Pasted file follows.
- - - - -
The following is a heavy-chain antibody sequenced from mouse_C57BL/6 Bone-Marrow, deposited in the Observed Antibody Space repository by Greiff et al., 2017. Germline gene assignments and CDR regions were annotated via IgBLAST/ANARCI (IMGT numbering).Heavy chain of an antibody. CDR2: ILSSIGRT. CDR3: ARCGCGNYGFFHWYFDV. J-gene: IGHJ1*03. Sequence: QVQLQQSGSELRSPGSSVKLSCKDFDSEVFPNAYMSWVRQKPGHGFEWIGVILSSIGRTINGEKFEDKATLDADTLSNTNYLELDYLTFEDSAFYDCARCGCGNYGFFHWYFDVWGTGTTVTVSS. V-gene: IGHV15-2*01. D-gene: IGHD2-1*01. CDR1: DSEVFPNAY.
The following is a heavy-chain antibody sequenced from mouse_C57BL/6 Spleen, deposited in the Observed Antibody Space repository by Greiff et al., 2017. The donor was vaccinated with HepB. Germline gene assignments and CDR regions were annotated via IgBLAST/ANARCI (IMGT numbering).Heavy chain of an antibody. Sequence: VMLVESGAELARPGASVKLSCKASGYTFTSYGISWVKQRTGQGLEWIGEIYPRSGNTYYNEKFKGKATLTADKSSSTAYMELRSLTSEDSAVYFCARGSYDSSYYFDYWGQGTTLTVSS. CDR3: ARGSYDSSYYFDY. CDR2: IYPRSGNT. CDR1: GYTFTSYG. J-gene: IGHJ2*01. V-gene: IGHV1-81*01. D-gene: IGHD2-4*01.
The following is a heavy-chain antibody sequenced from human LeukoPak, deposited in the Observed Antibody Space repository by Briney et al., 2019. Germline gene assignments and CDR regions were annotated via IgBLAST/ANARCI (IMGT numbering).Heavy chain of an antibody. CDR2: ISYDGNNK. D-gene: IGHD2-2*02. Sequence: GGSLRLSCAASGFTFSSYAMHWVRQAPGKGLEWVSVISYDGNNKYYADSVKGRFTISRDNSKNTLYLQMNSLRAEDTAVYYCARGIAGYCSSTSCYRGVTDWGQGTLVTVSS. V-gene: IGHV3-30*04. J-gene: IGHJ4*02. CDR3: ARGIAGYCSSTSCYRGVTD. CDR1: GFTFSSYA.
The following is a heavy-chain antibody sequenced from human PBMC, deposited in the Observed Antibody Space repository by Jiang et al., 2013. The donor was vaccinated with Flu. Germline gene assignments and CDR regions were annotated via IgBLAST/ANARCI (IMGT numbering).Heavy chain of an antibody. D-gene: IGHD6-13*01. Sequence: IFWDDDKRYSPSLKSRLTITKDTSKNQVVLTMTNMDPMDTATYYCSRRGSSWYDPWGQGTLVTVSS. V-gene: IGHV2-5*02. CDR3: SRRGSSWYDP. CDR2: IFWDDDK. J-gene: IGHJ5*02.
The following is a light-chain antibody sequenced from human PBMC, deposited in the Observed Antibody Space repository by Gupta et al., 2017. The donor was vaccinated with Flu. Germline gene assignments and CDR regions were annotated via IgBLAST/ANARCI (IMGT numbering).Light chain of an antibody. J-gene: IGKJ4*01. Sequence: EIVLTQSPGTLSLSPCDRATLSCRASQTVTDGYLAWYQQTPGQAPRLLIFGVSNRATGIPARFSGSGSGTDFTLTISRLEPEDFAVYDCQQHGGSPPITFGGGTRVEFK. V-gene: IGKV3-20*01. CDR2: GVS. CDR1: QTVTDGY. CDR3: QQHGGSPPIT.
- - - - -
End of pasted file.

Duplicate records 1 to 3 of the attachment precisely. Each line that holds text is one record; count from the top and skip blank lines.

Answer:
The following is a heavy-chain antibody sequenced from mouse_C57BL/6 Bone-Marrow, deposited in the Observed Antibody Space repository by Greiff et al., 2017. Germline gene assignments and CDR regions were annotated via IgBLAST/ANARCI (IMGT numbering).Heavy chain of an antibody. CDR2: ILSSIGRT. CDR3: ARCGCGNYGFFHWYFDV. J-gene: IGHJ1*03. Sequence: QVQLQQSGSELRSPGSSVKLSCKDFDSEVFPNAYMSWVRQKPGHGFEWIGVILSSIGRTINGEKFEDKATLDADTLSNTNYLELDYLTFEDSAFYDCARCGCGNYGFFHWYFDVWGTGTTVTVSS. V-gene: IGHV15-2*01. D-gene: IGHD2-1*01. CDR1: DSEVFPNAY.
The following is a heavy-chain antibody sequenced from mouse_C57BL/6 Spleen, deposited in the Observed Antibody Space repository by Greiff et al., 2017. The donor was vaccinated with HepB. Germline gene assignments and CDR regions were annotated via IgBLAST/ANARCI (IMGT numbering).Heavy chain of an antibody. Sequence: VMLVESGAELARPGASVKLSCKASGYTFTSYGISWVKQRTGQGLEWIGEIYPRSGNTYYNEKFKGKATLTADKSSSTAYMELRSLTSEDSAVYFCARGSYDSSYYFDYWGQGTTLTVSS. CDR3: ARGSYDSSYYFDY. CDR2: IYPRSGNT. CDR1: GYTFTSYG. J-gene: IGHJ2*01. V-gene: IGHV1-81*01. D-gene: IGHD2-4*01.
The following is a heavy-chain antibody sequenced from human LeukoPak, deposited in the Observed Antibody Space repository by Briney et al., 2019. Germline gene assignments and CDR regions were annotated via IgBLAST/ANARCI (IMGT numbering).Heavy chain of an antibody. CDR2: ISYDGNNK. D-gene: IGHD2-2*02. Sequence: GGSLRLSCAASGFTFSSYAMHWVRQAPGKGLEWVSVISYDGNNKYYADSVKGRFTISRDNSKNTLYLQMNSLRAEDTAVYYCARGIAGYCSSTSCYRGVTDWGQGTLVTVSS. V-gene: IGHV3-30*04. J-gene: IGHJ4*02. CDR3: ARGIAGYCSSTSCYRGVTD. CDR1: GFTFSSYA.